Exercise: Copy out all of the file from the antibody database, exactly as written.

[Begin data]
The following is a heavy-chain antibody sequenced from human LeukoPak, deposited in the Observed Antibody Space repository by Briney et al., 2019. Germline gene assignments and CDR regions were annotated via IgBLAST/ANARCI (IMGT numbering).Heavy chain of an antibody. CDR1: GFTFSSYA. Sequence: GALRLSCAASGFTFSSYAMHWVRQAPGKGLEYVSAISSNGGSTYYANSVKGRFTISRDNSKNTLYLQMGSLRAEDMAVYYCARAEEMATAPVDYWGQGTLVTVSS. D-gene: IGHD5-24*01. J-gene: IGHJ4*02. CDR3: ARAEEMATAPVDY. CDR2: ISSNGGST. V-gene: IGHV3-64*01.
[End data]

The following is a heavy-chain antibody sequenced from human LeukoPak, deposited in the Observed Antibody Space repository by Briney et al., 2019. Germline gene assignments and CDR regions were annotated via IgBLAST/ANARCI (IMGT numbering).Heavy chain of an antibody. CDR1: GFTFSSYA. Sequence: GALRLSCAASGFTFSSYAMHWVRQAPGKGLEYVSAISSNGGSTYYANSVKGRFTISRDNSKNTLYLQMGSLRAEDMAVYYCARAEEMATAPVDYWGQGTLVTVSS. D-gene: IGHD5-24*01. J-gene: IGHJ4*02. CDR3: ARAEEMATAPVDY. CDR2: ISSNGGST. V-gene: IGHV3-64*01.